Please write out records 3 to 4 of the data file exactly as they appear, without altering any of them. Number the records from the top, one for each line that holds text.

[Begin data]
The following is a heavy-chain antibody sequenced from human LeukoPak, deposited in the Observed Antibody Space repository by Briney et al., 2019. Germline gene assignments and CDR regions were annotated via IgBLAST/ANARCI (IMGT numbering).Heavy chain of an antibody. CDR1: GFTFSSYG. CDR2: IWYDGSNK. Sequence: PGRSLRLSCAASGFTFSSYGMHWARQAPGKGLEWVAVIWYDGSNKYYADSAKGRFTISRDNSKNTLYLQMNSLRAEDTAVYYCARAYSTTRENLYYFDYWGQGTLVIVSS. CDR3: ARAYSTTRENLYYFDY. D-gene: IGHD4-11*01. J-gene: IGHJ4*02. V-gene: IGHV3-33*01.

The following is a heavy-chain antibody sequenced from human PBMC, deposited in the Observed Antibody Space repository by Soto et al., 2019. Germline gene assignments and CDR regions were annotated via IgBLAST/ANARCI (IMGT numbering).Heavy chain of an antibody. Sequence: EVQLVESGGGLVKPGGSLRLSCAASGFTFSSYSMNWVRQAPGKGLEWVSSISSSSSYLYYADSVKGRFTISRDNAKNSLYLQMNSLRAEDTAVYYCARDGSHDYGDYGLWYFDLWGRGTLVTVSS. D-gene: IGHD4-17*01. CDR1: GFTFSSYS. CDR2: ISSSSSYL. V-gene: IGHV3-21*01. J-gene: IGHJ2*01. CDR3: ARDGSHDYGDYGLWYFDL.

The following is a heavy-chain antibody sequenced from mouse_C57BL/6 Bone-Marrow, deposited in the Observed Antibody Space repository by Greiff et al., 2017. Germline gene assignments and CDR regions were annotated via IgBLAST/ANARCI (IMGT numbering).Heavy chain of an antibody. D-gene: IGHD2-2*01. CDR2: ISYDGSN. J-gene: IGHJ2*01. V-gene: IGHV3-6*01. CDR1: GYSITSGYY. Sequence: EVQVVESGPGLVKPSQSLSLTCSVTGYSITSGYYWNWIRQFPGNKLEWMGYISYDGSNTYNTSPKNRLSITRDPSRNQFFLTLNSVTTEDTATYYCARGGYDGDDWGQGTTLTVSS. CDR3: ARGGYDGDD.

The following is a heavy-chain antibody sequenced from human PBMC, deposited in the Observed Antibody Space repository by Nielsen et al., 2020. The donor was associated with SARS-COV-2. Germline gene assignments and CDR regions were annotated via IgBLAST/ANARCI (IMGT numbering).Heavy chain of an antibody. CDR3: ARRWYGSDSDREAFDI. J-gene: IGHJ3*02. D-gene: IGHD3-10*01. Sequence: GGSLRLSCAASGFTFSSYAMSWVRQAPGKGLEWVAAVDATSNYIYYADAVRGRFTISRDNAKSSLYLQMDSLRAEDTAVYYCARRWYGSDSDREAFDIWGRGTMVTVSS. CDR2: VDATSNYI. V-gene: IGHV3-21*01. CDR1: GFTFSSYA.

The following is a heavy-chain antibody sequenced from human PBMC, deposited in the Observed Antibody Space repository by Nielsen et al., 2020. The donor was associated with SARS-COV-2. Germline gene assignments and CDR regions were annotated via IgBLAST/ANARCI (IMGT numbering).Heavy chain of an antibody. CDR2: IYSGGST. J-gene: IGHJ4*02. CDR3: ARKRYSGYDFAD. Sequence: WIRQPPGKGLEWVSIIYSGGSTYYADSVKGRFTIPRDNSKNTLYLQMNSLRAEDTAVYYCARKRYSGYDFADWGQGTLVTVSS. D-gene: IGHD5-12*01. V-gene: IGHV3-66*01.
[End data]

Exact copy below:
The following is a heavy-chain antibody sequenced from mouse_C57BL/6 Bone-Marrow, deposited in the Observed Antibody Space repository by Greiff et al., 2017. Germline gene assignments and CDR regions were annotated via IgBLAST/ANARCI (IMGT numbering).Heavy chain of an antibody. D-gene: IGHD2-2*01. CDR2: ISYDGSN. J-gene: IGHJ2*01. V-gene: IGHV3-6*01. CDR1: GYSITSGYY. Sequence: EVQVVESGPGLVKPSQSLSLTCSVTGYSITSGYYWNWIRQFPGNKLEWMGYISYDGSNTYNTSPKNRLSITRDPSRNQFFLTLNSVTTEDTATYYCARGGYDGDDWGQGTTLTVSS. CDR3: ARGGYDGDD.

The following is a heavy-chain antibody sequenced from human PBMC, deposited in the Observed Antibody Space repository by Nielsen et al., 2020. The donor was associated with SARS-COV-2. Germline gene assignments and CDR regions were annotated via IgBLAST/ANARCI (IMGT numbering).Heavy chain of an antibody. CDR3: ARRWYGSDSDREAFDI. J-gene: IGHJ3*02. D-gene: IGHD3-10*01. Sequence: GGSLRLSCAASGFTFSSYAMSWVRQAPGKGLEWVAAVDATSNYIYYADAVRGRFTISRDNAKSSLYLQMDSLRAEDTAVYYCARRWYGSDSDREAFDIWGRGTMVTVSS. CDR2: VDATSNYI. V-gene: IGHV3-21*01. CDR1: GFTFSSYA.